Ativan Withdrawal: Symptoms, Timeline, and Treatment

Lorazepam is a popular anti-anxiety medication sold under the brand name Ativan that belongs to a class of drugs called benzodiazepines.

Commonly used to treat anxiety disorders, insomnia, and certain types of seizures, Ativan carries a risk of dependence and addiction based on the sedating and relaxing effects it provides. 

This powerful medication is one of the most commonly prescribed benzodiazepines in the United States, with about 26.4 million prescriptions for the drug written in 2017 alone.

Ativan is classified by the U.S. Drug Enforcement Administration (DEA) as a Schedule IV controlled substance due to its potential for abuse and addiction. 

People who become addicted to or dependent on Ativan due to abuse or prolonged use of the drug may experience Ativan withdrawal symptoms if they attempt to stop taking the medication or drastically reduce their dose within a short amount of time.

Who is likely to experience symptoms of Ativan withdrawal?

Ativan has the tendency to cause withdrawal symptoms even in patients who use the drug as prescribed.

The medication is intended for short-term use of four months or less, but taking the drug for as little as three to six weeks can still produce physical dependence on the drug that can cause withdrawal symptoms.

These include withdrawal phases including acute withdrawal symptoms and post-acute withdrawal syndrome. 

Studies show that of people who take Ativan or other benzodiazepines for a period of six months or more, 40 percent will have moderate to severe withdrawal symptoms if they discontinue their substance use abruptly, while the remaining 60 percent will experience mild withdrawal symptoms.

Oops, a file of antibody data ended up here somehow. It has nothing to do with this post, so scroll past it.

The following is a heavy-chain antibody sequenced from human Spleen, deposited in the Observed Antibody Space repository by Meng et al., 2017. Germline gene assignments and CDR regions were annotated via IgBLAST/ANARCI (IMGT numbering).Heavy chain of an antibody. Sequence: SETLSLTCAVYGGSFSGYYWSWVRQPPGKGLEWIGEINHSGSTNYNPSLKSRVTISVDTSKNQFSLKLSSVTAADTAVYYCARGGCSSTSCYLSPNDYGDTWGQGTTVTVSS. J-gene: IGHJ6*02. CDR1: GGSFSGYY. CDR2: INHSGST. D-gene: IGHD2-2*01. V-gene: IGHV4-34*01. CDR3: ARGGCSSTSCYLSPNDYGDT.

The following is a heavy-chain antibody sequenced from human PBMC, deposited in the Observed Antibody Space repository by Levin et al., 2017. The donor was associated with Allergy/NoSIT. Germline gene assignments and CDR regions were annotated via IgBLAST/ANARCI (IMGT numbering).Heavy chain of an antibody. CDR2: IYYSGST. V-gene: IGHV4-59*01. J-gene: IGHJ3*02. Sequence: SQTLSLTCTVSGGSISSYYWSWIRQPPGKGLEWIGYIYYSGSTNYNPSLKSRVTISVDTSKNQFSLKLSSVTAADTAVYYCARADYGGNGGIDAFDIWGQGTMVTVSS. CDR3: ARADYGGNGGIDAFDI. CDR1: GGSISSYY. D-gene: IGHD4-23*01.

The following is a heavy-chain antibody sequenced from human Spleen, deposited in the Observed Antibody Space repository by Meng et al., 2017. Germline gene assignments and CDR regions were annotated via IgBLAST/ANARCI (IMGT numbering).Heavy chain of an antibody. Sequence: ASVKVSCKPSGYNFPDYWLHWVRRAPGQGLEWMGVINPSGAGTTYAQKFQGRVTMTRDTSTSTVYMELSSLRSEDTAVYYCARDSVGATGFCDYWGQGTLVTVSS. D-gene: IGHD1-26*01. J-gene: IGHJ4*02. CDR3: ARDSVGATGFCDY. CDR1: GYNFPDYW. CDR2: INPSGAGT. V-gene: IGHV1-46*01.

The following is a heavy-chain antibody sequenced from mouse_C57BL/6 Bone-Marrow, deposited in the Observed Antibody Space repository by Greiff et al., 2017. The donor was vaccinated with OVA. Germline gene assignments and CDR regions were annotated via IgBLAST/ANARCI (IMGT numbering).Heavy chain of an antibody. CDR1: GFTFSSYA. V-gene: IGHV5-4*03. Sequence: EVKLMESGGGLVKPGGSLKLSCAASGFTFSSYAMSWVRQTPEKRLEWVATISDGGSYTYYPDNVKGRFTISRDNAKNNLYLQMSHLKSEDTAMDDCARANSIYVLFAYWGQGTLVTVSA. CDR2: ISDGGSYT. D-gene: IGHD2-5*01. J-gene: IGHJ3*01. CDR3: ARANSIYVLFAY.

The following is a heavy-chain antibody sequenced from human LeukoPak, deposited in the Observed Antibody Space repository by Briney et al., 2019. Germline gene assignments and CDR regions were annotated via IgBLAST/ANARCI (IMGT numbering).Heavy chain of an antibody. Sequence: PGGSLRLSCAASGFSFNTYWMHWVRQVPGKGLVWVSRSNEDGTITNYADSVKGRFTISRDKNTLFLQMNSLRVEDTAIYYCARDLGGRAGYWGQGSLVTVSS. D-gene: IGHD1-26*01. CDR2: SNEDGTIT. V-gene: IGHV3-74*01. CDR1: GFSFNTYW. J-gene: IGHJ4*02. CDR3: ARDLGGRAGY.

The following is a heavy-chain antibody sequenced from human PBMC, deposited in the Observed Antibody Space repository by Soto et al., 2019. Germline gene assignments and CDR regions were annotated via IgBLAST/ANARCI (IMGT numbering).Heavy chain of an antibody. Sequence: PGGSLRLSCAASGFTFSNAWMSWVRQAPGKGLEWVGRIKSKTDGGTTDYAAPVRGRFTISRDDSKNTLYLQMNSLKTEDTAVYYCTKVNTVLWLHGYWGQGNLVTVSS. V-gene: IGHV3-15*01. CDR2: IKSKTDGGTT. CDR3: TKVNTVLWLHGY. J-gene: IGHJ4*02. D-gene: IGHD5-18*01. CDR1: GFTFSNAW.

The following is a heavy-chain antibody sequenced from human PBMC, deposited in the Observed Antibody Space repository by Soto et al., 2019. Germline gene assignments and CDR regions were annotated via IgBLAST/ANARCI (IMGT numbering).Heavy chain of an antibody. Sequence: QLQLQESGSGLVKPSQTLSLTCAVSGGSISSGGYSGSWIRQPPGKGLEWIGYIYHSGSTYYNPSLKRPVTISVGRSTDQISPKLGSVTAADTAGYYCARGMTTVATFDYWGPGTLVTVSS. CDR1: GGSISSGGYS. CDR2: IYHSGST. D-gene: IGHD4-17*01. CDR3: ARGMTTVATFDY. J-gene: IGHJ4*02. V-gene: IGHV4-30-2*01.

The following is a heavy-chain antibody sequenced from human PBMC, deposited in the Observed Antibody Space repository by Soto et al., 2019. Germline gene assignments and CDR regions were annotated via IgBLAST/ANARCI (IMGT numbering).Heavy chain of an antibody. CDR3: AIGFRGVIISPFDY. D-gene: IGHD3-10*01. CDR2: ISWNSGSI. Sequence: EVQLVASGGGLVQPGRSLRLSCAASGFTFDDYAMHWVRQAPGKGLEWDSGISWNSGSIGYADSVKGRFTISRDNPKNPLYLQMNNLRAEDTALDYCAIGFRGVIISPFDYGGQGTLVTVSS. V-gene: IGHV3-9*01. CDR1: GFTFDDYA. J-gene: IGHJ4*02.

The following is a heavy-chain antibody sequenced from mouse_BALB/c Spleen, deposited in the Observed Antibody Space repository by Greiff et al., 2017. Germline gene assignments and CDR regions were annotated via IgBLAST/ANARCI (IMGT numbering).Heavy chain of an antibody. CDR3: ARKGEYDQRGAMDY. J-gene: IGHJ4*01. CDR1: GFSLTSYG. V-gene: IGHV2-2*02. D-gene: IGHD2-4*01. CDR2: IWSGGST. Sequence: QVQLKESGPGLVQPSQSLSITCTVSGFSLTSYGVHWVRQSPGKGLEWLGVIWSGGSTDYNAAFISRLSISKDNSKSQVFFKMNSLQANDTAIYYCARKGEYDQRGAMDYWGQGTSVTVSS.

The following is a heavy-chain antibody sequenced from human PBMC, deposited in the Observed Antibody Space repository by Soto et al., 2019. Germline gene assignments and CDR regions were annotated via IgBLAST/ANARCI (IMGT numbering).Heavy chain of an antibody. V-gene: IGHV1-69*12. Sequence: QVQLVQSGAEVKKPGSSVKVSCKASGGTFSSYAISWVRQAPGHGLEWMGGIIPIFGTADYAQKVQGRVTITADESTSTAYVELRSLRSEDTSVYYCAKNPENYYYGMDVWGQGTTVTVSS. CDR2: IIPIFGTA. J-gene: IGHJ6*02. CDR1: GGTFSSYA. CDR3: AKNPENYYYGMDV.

How severe your benzodiazepine withdrawal symptoms are will vary depending on your dose of the medication and whether you use Ativan with other benzodiazepines.

If you’ve been taking Ativan regularly for more than two weeks, it’s important you gradually wean off the medication under the guidance of a healthcare professional in order to prevent or minimize withdrawal symptoms. 

What are the symptoms of Ativan withdrawal?

The symptoms most commonly associated with Ativan withdrawal include extreme feelings of anxiousness and irritability.

Although many patients take Ativan to treat anxiety, withdrawal symptoms of the drug can make your anxiety and mental health worse than it was before you started taking Ativan. Severe headaches, aching muscles, insomnia, and hand tremors are also common. 

Other common withdrawal symptoms include:

  • Sweating
  • Dizziness 
  • Difficulty concentrating
  • Mood swings
  • Panic attacks
  • Rapid heart rate
  • Nausea
  • Restlessness

Patients who have been taking Ativan at a very high dose or who are severely dependent on Ativan may experience more serious side effects, especially if the medication is stopped abruptly. These include:

  • Hallucinations
  • Grand mal seizures
  • Delirium
  • Visual disturbances

What is the timeline for Ativan withdrawal?

Each person experiences the symptoms of Ativan withdrawal differently. Research has not conclusively established a timeline for withdrawal symptoms due to the differences in patient experiences.